By Bob Lipinski

Bob Lipinski

Rioja is the grape-growing region in the northeastern part of Spain in a 75-mile stretch of land along the Ebro River. It is close to the western Pyrenees, about 250 miles south of Bordeaux, France. Rioja takes its name from Rio Oja, a mountain stream that crosses Rioja and flows into the Ebro River, northeast of Madrid.

Rioja is divided into three viticultural subzones: Rioja Alta (southwest), Rioja Alavesa (northwest) and Rioja Oriental (formerly Rioja Baja) (southeast).

The region produces mostly red wines along with some rosé, dry and sweet white wines and sparkling wines. There are many indigenous and international grape varieties authorized to make Rioja wine. Red grapes include tempranillo, garnacha (grenache), mazuelo, graciano and maturana tinta. White grapes include viura, chardonnay, sauvignon blanc, verdejo, malvasía, garnacha blanca, tempranillo blanco, maturana blanca and torrontés.

Some Rioja wines to try …

2018 El Coto “Blanco” (blend of viura, sauvignon blanc and verdejo grapes). Wondrous bouquet and flavor of peaches, honeydew melon, mint and candied lemon zest. Enjoy with seafood risotto containing shrimp or broiled white-fleshed fish topped with roasted red bell peppers.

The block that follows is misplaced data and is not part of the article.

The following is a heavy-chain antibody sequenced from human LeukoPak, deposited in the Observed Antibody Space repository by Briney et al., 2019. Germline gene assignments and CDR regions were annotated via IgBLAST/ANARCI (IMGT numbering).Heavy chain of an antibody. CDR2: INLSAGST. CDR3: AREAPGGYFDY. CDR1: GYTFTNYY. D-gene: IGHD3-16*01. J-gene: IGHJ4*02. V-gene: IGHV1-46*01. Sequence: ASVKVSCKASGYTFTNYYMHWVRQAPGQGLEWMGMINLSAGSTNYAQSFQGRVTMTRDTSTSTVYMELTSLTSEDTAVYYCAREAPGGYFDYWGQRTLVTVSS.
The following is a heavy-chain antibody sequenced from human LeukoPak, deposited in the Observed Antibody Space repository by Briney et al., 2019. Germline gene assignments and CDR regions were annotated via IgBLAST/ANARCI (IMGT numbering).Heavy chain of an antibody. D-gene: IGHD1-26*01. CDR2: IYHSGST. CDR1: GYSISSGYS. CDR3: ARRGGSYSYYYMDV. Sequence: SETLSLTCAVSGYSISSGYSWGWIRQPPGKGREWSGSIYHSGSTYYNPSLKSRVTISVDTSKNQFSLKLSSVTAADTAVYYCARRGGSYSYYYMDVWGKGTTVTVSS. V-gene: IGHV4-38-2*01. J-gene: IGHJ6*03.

2018 El Coto “Rosado” (rosé; blend of tempranillo and garnacha grapes). Bouquet and flavor of pink grapefruit, strawberries and red cherries; quite floral, fruity and zesty. Easy to drink, providing it’s not overchilled. Serve it with bow-tie pasta tossed with extra-virgin olive oil, lemon juice, arugula and sun-dried tomatoes.

2015 Viña Pomal “Crianza” (100% tempranillo grapes). Aromatic, featuring black fruits and licorice with vanilla, cinnamon, cocoa and toasted wood notes. Great with some blackened fillet of beef or barbecued chicken served in a spicy, tangy, smoky sauce.

2013 Viña Pomal “Reserva” (100% tempranillo grapes). Intense aromas of vanilla, cinnamon and nutmeg, with red fruit intermingled with tobacco and truffles. Try it with duck cooked in a sweet fruit sauce.

2018 Marqués de Cáceres “Satinela” (blend of viura and malvasia grapes). Bright yellow with a bouquet and taste of apricots, bananas, candy apples, honey, mango and peach. Off-dry with just a touch of citrus. Serve it with sweet and sour dishes, curries or a fruit platter.

The term “crianza” on a bottle of red Rioja wine means the wine was aged a minimum of 2 years, including at least 1 year in oak barrels, whereas the term “reserva” signifies it was aged a minimum of 3 years, including at least 1 year in oak barrels.

Bob Lipinski is the author of 10 books, including “101: Everything You Need to Know About Whiskey” and “Italian Wine & Cheese Made Simple” (available on He conducts training seminars on wine, spirits and food and is available for speaking engagements. He can be reached at OR [email protected]